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Fair Housing & Discrimination – Part II

Part I of this article asked – May a landlord choose to reject all tenants receiving Section 8 rental subsidies without violating Fair Housing Laws?

In brief, the response to that question was that Fair Housing laws do not make all discrimination illegal. As far as this author is aware, there is no explicit prohibition within federal or state Fair Housing laws prohibiting discrimination against persons receiving Section 8 subsidies. Fair Housing laws make it unlawful to discriminate against persons based upon their membership in a protected class.

Part II discusses four discriminatory impact cases in detail. Courts in some jurisdictions have concluded that the practice of discriminating against Section 8 tenants does have a discriminatory effect on protected classes and is therefore prohibited. The disparate impact theory has ramifications beyond Section 8 subsidies and is an important concept for any landlord.

In the 1996 case of Williams v. 5300 Columbia Pike Corporation, 103 F.3d 122 (4th Cir.(Va.) 1966) a housing cooperative converted itself into condominiums. Under the old housing cooperative, the occupants did not own their units. Instead, the housing cooperative leased units to the members of the cooperative. For financial reasons, the housing cooperative converted to condominiums.

As part of the conversion, the occupants had an opportunity to buy their unit from the cooperative. Some of the occupants were unable to obtain financing to purchase their units. The plaintiffs, all of whom were black and one of whom was disabled, sued asserting that the conversion plan disproportionately injured groups protected by Fair Housing laws as those laws prohibit discrimination based on race and handicap. Plaintiffs argued that though the conversion plan was facially neutral, it adversely affected blacks and the handicapped. Plaintiffs presented statistics that ethnic minorities were less successful in purchasing their units than white persons.

The appellate court agreed with the trial court’s dismissal of the claim: “Crudely stated, the conversion placed only one obstacle between a resident and the purchase of his or her unit(s): money.” The court further stated “although it is no doubt true that the ‘neutral criterium’ price may disparately impact blacks and the handicapped because they may, on average, be poorer than whites or non-disabled persons, this type of injury extends beyond the reach of the Fair Housing Act.” The court continued “. . . The Fair Housing Act is not so expansive that it would require sales or rentals of residences to those who concede that they are unable to pay the price faced by all other buyers or leasers. The Fair Housing Act does not purport to grapple with the truism that, all other things being equal, those with money are better off than those without it.” The court concluded that “. . . When the alleged injury to a claimant is solely the product of a facially neutral price . . . no claim based on disparate impact can be brought under the Fair Housing Act.”

Yet there is a growing body of precedent regarding policies which, on their face, did not discriminate against members of a protected class, nevertheless caused liability for the landlords because they had a discriminatory effect.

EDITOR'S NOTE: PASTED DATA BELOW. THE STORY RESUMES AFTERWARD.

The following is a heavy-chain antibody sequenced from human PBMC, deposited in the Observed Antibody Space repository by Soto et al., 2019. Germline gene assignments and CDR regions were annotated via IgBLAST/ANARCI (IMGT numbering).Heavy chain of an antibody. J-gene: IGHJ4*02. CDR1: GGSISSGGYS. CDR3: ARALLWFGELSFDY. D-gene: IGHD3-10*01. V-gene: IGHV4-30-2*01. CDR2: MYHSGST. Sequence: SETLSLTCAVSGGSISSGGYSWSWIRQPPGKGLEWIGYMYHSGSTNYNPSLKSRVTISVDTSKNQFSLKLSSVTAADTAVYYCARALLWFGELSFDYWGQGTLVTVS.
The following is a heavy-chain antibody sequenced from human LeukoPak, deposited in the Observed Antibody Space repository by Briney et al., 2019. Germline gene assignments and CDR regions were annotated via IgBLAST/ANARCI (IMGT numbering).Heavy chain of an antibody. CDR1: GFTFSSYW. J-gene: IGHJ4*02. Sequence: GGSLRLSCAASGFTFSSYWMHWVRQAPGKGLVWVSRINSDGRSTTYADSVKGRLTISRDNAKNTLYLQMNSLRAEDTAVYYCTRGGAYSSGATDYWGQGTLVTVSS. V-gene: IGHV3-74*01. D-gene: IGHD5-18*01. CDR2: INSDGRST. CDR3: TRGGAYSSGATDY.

One of these cases is Gilligan v. Jamco Development Corp.,108 F.3rd 246 (C.A.9 1997), in which an owner of an apartment complex refused applications from all prospective tenants who received benefits from the federal Aid to Families with Dependent Children program (AFDC). An appellate court reversed the trial court’s dismissal of the claim stating among other things, that even if the rejection of tenants who received the subsidy is neutral on its face, it could have the effect of discriminating against families. The appellate court found that the plaintiffs had stated (though not necessarily proved) a meritorious case.

Another discriminatory effect case is Ryan v. Ramsey, 936 F. Supp. 417 (S.D. Tex 1996) in which a landlord discriminated against persons receiving Social Security disability benefits. In rejecting the Defendant’s Motion to Dismiss, the court recognized the disparate impact theory.

A third case is HUD v. Ross, Fair Housing-Fair Lending (P-H) P25,075, 1994 WO 326437 (H.U.D.A.L.J.), in which the landlord refused to rent to persons receiving AFDC and Section 8 subsidies. The Plaintiffs brought a case based in part on the theory that refusal to accept the AFDC subsidies had a disparate effect on women. The administrative law judge in HUD v. Ross concluded that the rejection of tenants receiving the subsidies did have a disparate impact and was discriminatory against women.

These four cases don’t decisively answer the question asked by this article. In two of the cases, the landlord rejected tenants receiving AFDC subsidies – a practice which has the direct consequence of discriminating against families. In the third case, the landlord rejected tenants receiving Social Security disability benefits – a practice which directly discriminates against disabled persons. In two of the cases, the plaintiffs merely survived a Motion to Dismiss; they did not necessarily win. The one unabashed victory for the plaintiffs was from an administrative law judge decision, not a decision by a court. Nevertheless, the doctrine of disparate impact has ample support. Landlords should be mindful that practices which, on their face, are neutral amongst protected classes may still create liability because they have a discriminatory effect against certain protected classes.

A version of this article appeared in the Colorado REALTOR® News, the monthly publication of the Colorado Association of REALTORS®.


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